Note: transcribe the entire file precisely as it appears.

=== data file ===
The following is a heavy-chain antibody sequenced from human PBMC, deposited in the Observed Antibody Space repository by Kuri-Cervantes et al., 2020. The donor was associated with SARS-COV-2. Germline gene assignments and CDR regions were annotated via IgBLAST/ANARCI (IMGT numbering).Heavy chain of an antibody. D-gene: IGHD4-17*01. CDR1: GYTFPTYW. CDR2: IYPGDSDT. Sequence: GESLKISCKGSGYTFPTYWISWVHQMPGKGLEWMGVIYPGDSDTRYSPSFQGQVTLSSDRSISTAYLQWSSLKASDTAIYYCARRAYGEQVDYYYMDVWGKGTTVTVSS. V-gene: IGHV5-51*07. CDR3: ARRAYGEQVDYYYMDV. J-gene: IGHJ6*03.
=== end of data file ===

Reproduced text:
The following is a heavy-chain antibody sequenced from human PBMC, deposited in the Observed Antibody Space repository by Kuri-Cervantes et al., 2020. The donor was associated with SARS-COV-2. Germline gene assignments and CDR regions were annotated via IgBLAST/ANARCI (IMGT numbering).Heavy chain of an antibody. D-gene: IGHD4-17*01. CDR1: GYTFPTYW. CDR2: IYPGDSDT. Sequence: GESLKISCKGSGYTFPTYWISWVHQMPGKGLEWMGVIYPGDSDTRYSPSFQGQVTLSSDRSISTAYLQWSSLKASDTAIYYCARRAYGEQVDYYYMDVWGKGTTVTVSS. V-gene: IGHV5-51*07. CDR3: ARRAYGEQVDYYYMDV. J-gene: IGHJ6*03.